Toronto Maple Leafs 6 at Buffalo Sabres 3 – 2023-02-21 recap

Was it really a road game for the Leafs?

After a few days of hyping up the damage that the Tavares-O’Reilly-Marner line could do off the cycle, they came out and destroyed the Buffalo Sabres with speed Tuesday night.

At the start of the game, the Sabres failed to exit the zone cleanly on a few occasions, and the Leafs made them pay.

First, Conor Timmins closed in on Casey Mittelstadt at the offensive blueline following an icing and defensive zone faceoff win by the Sabres. Mittelstadt was unable to complete a pass into the neutral zone for Jack Quinn as a result (before inexplicably going to change). TJ Brodie read the play, cut across the ice, and, before the Sabres had their new troops on the ice, tipped a pass forward for John Tavares, who gained the offensive blueline and sent it forward for Mitch Marner. The Sabres coming onto the ice weren’t prepared to cover Ryan O’Reilly, who was unguarded skating in a straight line towards the net and Tyson Jost, the only Sabres forward on the ice at the time of the exit, recognized the danger and got there too late.

1-0 Leafs, off a transition play.

Next, Tage Thompson, receiving a neutral zone pass in space but with no speed, was forced to tip the puck in deep past Mark Giordano, Brodie again read there was no danger on his side of the ice and, as he frequently does, went into the opposite corner to retrieve the puck and start the breakout. He made a quick pass against the grain with two forecheckers (Thompson and Alex Tuch) closing in behind the net. Giordano quickly sent the puck forward to the neutral zone to Tavares, who was being blanketed by Rasmus Dahlin. But Tavares protected the puck and moved it into the middle for O’Reilly (Tavares play was really the key one on the sequence), and O’Reilly worked in with Marner on a 2-on-1 against Jokiharju. Jokiharju did the correct thing by forcing Marner to make a decision and a play quickly, closing in on Marner at the line, but Marner got the pass through to O’Reilly.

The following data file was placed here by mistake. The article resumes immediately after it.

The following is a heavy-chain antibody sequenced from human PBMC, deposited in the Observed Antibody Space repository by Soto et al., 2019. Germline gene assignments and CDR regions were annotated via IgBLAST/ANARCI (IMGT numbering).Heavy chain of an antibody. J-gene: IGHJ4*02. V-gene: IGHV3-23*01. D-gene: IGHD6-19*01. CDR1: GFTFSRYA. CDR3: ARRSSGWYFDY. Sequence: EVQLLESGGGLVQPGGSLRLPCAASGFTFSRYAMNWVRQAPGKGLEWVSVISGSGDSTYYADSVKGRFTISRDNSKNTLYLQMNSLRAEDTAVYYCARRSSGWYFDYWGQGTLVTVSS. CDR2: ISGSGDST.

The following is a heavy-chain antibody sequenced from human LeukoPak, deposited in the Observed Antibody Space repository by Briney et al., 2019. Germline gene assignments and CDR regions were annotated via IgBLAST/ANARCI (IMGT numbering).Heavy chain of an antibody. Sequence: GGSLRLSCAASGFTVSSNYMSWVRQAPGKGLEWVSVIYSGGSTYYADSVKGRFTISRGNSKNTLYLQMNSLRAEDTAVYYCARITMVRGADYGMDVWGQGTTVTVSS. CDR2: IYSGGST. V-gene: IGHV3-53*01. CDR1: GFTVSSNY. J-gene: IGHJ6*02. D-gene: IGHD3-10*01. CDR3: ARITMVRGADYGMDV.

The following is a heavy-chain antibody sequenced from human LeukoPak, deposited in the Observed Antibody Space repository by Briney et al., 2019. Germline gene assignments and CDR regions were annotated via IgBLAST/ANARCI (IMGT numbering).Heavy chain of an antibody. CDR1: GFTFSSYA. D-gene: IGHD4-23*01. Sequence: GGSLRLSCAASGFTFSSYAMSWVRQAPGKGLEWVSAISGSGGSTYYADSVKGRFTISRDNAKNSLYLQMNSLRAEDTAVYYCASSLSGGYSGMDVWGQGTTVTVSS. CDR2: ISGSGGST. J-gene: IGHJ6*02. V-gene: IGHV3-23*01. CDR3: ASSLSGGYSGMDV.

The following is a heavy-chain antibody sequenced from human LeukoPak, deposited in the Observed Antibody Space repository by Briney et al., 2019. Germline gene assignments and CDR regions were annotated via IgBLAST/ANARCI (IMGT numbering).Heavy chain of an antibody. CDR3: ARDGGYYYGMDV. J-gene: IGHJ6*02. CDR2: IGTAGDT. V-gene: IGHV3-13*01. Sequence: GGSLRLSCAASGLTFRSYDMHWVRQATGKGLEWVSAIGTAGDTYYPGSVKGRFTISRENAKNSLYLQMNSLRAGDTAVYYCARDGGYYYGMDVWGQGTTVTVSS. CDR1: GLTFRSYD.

2-0 Leafs, off a rush play.

Finally, in his own end following a shoot-in, Tuch tried to send a blind pass cross-ice, with no Sabres in the area. Jokiharju caught up to it near the blueline, but fanned on his pass forward, forcing Jeff Skinner to skate back towards his own end to receive it. Tavares beat him to the puck, loosened it, and Marner grabbed it. Marner took advantage of Jokiharju changing and dished a backhand pass to Tavares as Jacob Bryson came on the ice. Again, nobody was covering O’Reilly into the zone, who went straight to the net. Tavares, knowing how to play with Marner, passed off to Marner and also went to the net. Marner took a quick curl around the right wing half wall, and opted to put the puck into a crowd (Morgan Rielly, cutting in on the left wing, was also wide open for a shot) and Tavares won another puck battle, this time getting his own shot away from the inner slot.

3-0 Leafs, off another transition play.

When I entered the NHL job, I was obsessed with the concept of puck possession. I believed that the best way to create offence was to have the puck a lot, to enter and exit with control, to play slowly and methodically, and you could wear opponents down. The more I watched the sport, the more I came around to the idea of playing with pure speed and making your opponents pay for mistakes. When the opponent makes a mistake, such as a turnover (anywhere on the ice) or a botched assignment, there’s a split second window where a good player can punish even a good team for it. Good teams make mistakes as well, which is why good teams play to support the puck, rather than avoid mistakes altogether.

The Leafs offence is a little misunderstood. They don’t have a possession-based attack, nor are they especially quick. But that doesn’t mean they can’t play like that when necessary. I don’t think of Tavares or O’Reilly as being burners, and a potential flaw of this line with Marner is that those two may lag behind him in the offensive zone. But protecting the puck, making a good pass when necessary, and knowing the assignment in the offensive zone can correct for those flaws. I think that it’s more likely than not that this “Passion Line”, if they stay together, will dominate off the cycle and play heavy below the hash marks in the attacking zone. That doesn’t mean they don’t have the ability to score multiple goals in a game the way they did against Buffalo: take advantage of mistakes and quickly punish them. You don’t have speed going into the offensive zone? We’re going to go 200-feet in 7 seconds and score. You make a line change when we have the puck in the neutral zone? We’re going to send a guy to the net and hope that we can get him the puck.

The Sabres made this game interesting in the end. Part of that is that Buffalo is a pretty good team when the game state tilts in their favour (coming into the game, they were 7th in scoring chances for percentage when trailing, but 16th when tied), part that the Leafs were a little disorganized and at the end of a pretty chaotic travel schedule.

Some pretty good returns on this early forward group for Toronto. Not a lot of holes up front. We still need to see how they handle stronger teams and they’ll have some good tests upcoming with Minnesota, Seattle, and Edmonton coming up shortly.

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